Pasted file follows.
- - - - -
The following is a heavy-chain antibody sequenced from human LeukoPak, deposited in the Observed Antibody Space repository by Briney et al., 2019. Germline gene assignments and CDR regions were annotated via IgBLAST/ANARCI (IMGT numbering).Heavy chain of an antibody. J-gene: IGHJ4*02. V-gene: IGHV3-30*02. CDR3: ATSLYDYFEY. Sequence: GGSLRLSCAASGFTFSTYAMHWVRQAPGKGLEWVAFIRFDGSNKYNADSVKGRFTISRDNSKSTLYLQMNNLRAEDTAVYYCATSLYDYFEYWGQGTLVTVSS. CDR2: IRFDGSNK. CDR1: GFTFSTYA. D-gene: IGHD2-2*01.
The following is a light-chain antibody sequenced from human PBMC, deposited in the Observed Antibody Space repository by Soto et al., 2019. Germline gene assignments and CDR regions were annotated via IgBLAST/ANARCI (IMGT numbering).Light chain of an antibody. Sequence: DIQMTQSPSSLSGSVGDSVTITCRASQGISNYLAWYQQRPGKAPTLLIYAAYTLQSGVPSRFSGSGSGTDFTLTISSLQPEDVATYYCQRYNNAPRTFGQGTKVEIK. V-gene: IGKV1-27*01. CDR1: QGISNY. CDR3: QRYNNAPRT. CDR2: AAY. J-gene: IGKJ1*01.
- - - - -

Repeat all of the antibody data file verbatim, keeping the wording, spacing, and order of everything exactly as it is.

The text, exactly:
The following is a heavy-chain antibody sequenced from human LeukoPak, deposited in the Observed Antibody Space repository by Briney et al., 2019. Germline gene assignments and CDR regions were annotated via IgBLAST/ANARCI (IMGT numbering).Heavy chain of an antibody. J-gene: IGHJ4*02. V-gene: IGHV3-30*02. CDR3: ATSLYDYFEY. Sequence: GGSLRLSCAASGFTFSTYAMHWVRQAPGKGLEWVAFIRFDGSNKYNADSVKGRFTISRDNSKSTLYLQMNNLRAEDTAVYYCATSLYDYFEYWGQGTLVTVSS. CDR2: IRFDGSNK. CDR1: GFTFSTYA. D-gene: IGHD2-2*01.
The following is a light-chain antibody sequenced from human PBMC, deposited in the Observed Antibody Space repository by Soto et al., 2019. Germline gene assignments and CDR regions were annotated via IgBLAST/ANARCI (IMGT numbering).Light chain of an antibody. Sequence: DIQMTQSPSSLSGSVGDSVTITCRASQGISNYLAWYQQRPGKAPTLLIYAAYTLQSGVPSRFSGSGSGTDFTLTISSLQPEDVATYYCQRYNNAPRTFGQGTKVEIK. V-gene: IGKV1-27*01. CDR1: QGISNY. CDR3: QRYNNAPRT. CDR2: AAY. J-gene: IGKJ1*01.